Energy filled the Icehouse as about 170 people gathered to see the third annual “Between Scenes” on Wednesday night. The event aimed to recognize the Phoenix film industry, but unlike other film-related events in the Valley, no films were shown.
Instead, Between Scenes illustrated the many behind-the-scenes talents used to create a film through art. A dozen artists developed an art installation that creatively demonstrated their role in moviemaking.
Since last fall, curator and founder Sara Nevels has handpicked artists representing various filmmaking roles, giving recognition to work that is often undervalued behind the scenes.
Being a part of the film industry, Nevels said she understands how each of these roles have been overlooked. This inspired the concept of the entire show.
“I was working on set, and I could see all these departments that come together to create this final piece of art,” she said. “But they don’t really get the recognition they deserve.”
She looked for high-quality work from the artists, many of whom she’s worked with before during her experience as a set photographer.
Some of the 12 roles celebrated include storyboard artists, sound designers, makeup artists and production designers.
The Icehouse is a large venue that provides local artists the opportunity to display large installation pieces such as Between Scenes. The artists had few limitations besides having only two days to set up, and the creative atmosphere inspired them to expand their work outside the confinement of a script.
“Our artists can think outside the box and are not limited by space,” Nevels said.
To avoid competition, Between Scenes avoided overlapping artists once a role was filled. Each role was given its own art piece. But for the first time this year, Nevels allowed collaboration.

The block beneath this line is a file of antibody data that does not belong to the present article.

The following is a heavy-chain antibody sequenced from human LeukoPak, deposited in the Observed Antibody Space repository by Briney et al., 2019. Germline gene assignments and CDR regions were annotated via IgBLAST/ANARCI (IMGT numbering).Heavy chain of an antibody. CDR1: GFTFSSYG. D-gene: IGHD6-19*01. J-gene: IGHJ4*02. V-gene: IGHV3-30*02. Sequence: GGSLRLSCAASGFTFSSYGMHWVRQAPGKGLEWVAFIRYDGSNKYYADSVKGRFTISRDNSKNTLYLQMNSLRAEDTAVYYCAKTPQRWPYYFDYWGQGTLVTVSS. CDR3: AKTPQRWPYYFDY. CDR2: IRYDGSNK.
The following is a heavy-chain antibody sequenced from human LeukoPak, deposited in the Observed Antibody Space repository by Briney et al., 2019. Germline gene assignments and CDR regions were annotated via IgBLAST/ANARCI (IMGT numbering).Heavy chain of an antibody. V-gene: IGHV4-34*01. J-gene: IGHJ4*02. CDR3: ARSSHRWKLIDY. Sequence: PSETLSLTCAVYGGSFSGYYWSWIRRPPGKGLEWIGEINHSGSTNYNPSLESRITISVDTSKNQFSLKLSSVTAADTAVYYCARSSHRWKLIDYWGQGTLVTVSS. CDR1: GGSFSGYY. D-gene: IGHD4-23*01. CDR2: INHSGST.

One show of teamwork came from professional makeup artist Autumn Lewis, who created four sets with set dresser Natalie Smith and production designer Megan Cottrell.
Lewis typically focuses on gore and specializes in special effects. She dressed Cottrell and Smith’s actors with fake bruises, cuts and body paint.
“I do this more for fun than professionally,” said Smith, who typically works in post production.
Nevels said she wants people to see the distinction between a special-effects makeup artist and the two production designers she chose. Working cohesively, these ladies were able to creatively display their specialties.
“We wanted to show behind the scenes of movies and how much of a collaborative effort it is for everybody to make a whole,” said Lewis.
The event was not based around one set film, but rather it dissected the individual elements that go into making any film while also creating a social event for the community.
Nevels said she hopes that Between Scenes can educate the community on the local film industry and recognize its potential.
“I know what they are capable of and I know how talented they are,” Nevels said. “I just want everyone else to see it.”
Correction: April 7, 2014:
A previous version of this article misstated the number of people who attended the event and the day it took place. It also Natalie Smith hoped to work on a movie set one day. She already does post-production work, but wanted to do special effects.
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